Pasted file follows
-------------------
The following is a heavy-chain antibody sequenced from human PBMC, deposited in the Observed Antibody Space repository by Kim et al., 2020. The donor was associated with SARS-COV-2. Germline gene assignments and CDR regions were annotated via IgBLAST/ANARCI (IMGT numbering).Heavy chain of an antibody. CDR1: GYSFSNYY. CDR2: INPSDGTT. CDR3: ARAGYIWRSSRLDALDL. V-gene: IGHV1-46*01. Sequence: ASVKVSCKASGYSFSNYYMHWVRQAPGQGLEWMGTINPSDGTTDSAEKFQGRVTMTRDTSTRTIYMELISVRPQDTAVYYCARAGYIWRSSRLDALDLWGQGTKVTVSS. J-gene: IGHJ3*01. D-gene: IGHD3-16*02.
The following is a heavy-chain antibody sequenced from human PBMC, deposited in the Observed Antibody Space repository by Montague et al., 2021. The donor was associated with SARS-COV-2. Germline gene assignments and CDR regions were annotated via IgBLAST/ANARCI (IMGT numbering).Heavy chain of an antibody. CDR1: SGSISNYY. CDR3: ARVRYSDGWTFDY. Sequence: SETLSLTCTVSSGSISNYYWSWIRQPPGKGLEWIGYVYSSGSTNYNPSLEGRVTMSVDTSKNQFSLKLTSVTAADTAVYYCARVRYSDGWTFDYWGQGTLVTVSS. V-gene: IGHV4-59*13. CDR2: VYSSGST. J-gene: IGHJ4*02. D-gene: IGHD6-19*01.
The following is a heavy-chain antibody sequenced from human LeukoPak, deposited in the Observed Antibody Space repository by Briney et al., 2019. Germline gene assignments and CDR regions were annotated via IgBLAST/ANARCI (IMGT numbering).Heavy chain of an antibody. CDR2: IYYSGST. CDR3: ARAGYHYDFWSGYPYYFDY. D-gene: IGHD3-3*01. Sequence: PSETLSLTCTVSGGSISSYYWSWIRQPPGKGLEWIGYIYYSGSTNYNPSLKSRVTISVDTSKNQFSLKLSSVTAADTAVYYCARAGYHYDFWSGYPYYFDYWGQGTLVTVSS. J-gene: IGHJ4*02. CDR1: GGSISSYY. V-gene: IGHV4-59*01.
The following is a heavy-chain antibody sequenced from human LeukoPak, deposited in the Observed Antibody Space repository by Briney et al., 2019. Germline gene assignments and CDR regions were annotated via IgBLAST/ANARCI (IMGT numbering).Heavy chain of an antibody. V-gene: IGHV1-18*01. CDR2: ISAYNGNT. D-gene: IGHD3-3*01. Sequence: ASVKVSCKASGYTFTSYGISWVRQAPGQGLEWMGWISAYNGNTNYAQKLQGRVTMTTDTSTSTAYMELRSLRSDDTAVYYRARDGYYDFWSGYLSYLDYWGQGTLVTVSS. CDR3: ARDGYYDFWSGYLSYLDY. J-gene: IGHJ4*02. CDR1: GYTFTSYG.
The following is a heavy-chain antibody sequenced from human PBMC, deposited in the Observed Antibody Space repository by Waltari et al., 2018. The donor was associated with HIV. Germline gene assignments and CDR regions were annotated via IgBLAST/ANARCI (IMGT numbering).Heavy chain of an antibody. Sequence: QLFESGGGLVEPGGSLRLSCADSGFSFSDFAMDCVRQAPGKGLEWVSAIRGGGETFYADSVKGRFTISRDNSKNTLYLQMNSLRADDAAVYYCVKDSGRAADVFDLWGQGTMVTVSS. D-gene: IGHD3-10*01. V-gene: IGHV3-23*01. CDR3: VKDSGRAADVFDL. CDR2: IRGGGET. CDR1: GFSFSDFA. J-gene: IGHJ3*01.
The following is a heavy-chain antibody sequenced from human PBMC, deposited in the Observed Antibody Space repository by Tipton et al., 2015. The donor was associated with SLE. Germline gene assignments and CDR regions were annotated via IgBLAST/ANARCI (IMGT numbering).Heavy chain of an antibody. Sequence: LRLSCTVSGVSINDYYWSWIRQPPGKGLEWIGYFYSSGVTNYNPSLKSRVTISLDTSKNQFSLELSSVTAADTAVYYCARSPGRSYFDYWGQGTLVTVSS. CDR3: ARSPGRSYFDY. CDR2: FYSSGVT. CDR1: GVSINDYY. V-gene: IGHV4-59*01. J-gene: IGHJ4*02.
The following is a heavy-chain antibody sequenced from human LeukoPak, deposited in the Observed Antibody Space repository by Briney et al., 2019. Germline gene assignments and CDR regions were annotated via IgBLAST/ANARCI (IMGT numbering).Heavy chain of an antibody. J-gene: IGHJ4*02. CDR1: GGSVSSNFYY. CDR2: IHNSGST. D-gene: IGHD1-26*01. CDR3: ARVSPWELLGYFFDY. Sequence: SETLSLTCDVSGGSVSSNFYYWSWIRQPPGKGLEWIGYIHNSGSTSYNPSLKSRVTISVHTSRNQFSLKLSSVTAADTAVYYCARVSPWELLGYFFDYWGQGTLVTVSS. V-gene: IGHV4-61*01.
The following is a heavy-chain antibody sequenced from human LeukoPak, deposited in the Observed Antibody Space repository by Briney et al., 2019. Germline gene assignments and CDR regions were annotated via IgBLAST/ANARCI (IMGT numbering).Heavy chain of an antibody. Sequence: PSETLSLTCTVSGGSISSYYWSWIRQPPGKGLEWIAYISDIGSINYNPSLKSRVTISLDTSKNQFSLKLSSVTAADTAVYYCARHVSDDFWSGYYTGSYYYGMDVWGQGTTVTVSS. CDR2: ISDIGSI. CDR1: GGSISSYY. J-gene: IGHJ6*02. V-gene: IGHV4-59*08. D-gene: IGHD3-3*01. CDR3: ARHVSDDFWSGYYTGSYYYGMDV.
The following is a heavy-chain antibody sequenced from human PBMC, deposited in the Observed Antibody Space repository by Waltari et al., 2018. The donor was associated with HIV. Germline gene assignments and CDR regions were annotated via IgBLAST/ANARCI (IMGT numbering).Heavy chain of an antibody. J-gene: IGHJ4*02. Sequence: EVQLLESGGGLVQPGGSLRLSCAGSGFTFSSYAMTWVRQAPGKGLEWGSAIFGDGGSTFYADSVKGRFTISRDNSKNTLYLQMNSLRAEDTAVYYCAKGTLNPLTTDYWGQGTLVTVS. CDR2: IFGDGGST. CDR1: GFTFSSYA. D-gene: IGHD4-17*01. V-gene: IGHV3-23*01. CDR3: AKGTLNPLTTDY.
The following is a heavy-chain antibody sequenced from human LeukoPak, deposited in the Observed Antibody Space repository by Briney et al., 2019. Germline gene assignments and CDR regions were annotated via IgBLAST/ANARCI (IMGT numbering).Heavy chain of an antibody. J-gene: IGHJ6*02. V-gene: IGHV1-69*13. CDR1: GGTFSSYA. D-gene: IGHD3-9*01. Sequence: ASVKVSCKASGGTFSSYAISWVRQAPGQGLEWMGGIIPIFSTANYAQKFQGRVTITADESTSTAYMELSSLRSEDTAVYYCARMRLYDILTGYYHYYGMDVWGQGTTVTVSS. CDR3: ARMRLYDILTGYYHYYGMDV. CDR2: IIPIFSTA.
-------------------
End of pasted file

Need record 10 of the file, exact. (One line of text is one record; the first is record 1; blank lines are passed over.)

The following is a heavy-chain antibody sequenced from human LeukoPak, deposited in the Observed Antibody Space repository by Briney et al., 2019. Germline gene assignments and CDR regions were annotated via IgBLAST/ANARCI (IMGT numbering).Heavy chain of an antibody. J-gene: IGHJ6*02. V-gene: IGHV1-69*13. CDR1: GGTFSSYA. D-gene: IGHD3-9*01. Sequence: ASVKVSCKASGGTFSSYAISWVRQAPGQGLEWMGGIIPIFSTANYAQKFQGRVTITADESTSTAYMELSSLRSEDTAVYYCARMRLYDILTGYYHYYGMDVWGQGTTVTVSS. CDR3: ARMRLYDILTGYYHYYGMDV. CDR2: IIPIFSTA.